Thai junta summons deposed leaders as coup takes hold

Thailand\’s military leaders summoned ousted Prime Minister Yingluck Shinawatra to a meeting on Friday, a day after army chief Prayuth Chan-ocha seized power in a bloodless coup and said he wanted to restore order following months of turmoil.
Yingluck is one of more than 100 political figures summoned by the army.
The army has banned 155 prominent political figures from leaving the country without permission.
On Thursday the military suspended the constitution, banned gatherings and detained politicians, saying order was needed after months of turmoil.
The army\’s intentions for summoning the people were not clear.
General Prayut Chan-Ocha, the army chief, announced on Thursday that a military commission that had imposed martial law a day earlier would take control of the country\’s government. He later declared himself the country\’s prime minister. 
The army said it needed to restore order and enact political reforms.
It declared martial law on Tuesday but then gathered political leaders together for talks on the crisis.
However, army chief Gen Prayuth Chan-ocha went on air on Thursday to announce the coup.
Several key figures at the talks, including opposition protest leader Suthep Thaugsuban and pro-government protest leader Jatuporn Prompan, were detained.
Acting PM Niwatthamrong Boonsongphaisan was not at the talks and his whereabouts are unclear. However, he and all cabinet ministers, along with ex-PM Yingluck Shinawatra, were ordered to report to the military.
Hundreds of troops surrounded the venue of the talks from where Suthep Thaugsuban, who led more than six months of anti-government protests, was taken away.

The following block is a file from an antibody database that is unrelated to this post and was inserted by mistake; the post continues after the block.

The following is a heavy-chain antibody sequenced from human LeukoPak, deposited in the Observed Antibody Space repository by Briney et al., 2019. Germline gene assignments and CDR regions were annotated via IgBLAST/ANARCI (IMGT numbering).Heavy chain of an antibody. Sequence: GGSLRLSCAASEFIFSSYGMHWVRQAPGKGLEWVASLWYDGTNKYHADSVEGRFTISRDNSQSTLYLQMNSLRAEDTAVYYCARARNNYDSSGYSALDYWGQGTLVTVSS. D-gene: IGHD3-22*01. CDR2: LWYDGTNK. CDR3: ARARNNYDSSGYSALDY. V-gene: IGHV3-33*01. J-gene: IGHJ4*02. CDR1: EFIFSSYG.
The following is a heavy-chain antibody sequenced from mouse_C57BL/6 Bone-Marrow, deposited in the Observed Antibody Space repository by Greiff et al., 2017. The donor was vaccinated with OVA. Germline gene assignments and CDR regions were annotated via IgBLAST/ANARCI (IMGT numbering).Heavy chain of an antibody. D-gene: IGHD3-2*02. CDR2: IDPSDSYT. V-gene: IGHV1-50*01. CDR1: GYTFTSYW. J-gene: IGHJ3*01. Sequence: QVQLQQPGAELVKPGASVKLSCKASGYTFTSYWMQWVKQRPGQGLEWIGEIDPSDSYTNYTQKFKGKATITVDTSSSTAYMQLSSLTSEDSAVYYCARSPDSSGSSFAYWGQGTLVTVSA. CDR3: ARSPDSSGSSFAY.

Hundreds of troops blocked cars from getting within 2km (1.2 miles) of the site – which was left eerily quiet as protesters packed up.
US Secretary of State John Kerry said there was "no justification" for the coup, adding that $10m in bilateral aid could be suspended.
European and Asian nations expressed concern over the coup, with Germany, France and Britain issuing statements of condemnation, Japan\’s foreign minister calling it "regrettable" and Singapore urging all sides to avoid violence.
Ban Ki-moon, UN secretary-general, said he was "seriously concerned" and appealed "for a prompt return to constitutional, civilian, democratic rule and an all-inclusive dialogue that will pave the way for long-term peace and prosperity".
Thais, meanwhile, spent the night under a curfew which ran from 22:00 to 05:00. Bangkok was reported to be largely peaceful.
The anti-government movement has claimed victory and sent its supporters home.
Thailand\’s army also told all television and radio stations in the country to halt normal programs on Thursday and only broadcast army material, according to Reuters.
“All radio and television stations, satellite and cable, must stop normal programming and broadcast army content until told otherwise,” Winthai Suvaree, a deputy army spokesman, said in a televised statement.
Foreign broadcasters and Internet service appeared unaffected.
Anti-government demonstrators have rallied in Bangkok for six months. During that time, at least 28 people have died and more than 700 have been injured in violence connected to political protests.
The roots of the political standoff go back years.
On one side, royalists and allied groups sought to rid the country of the influence of billionaire Thaksin, whose parties and candidates have won every election since 2001.
Thaksin was ousted as prime minister in a 2006 military coup that sparked a major power struggle. He now lives in self-imposed exile to avoid a prison sentence for a corruption conviction. He and his supporters call the charges political motivated.
Thailand\’s army, which has been traditionally on the side of the opposition, has staged 11 coups in the last 80 years.
"Thailand is extremely polarized. The military is not neutral. It does favor the monarchy and this now could lead to resistance to military rule. It\’s like a déjà vu all over again 2006," said Carl Thayer, a professor of politics from the University of New South Wales in Australia.
The military coup in 2006 led to changes in the country’s constitution that were intended to set up a more stable political system.
This is the country\’s 12th coup since the absolute monarchy ended in 1932. There had been 19 attempted coups as well in the period.
Source: Agencies
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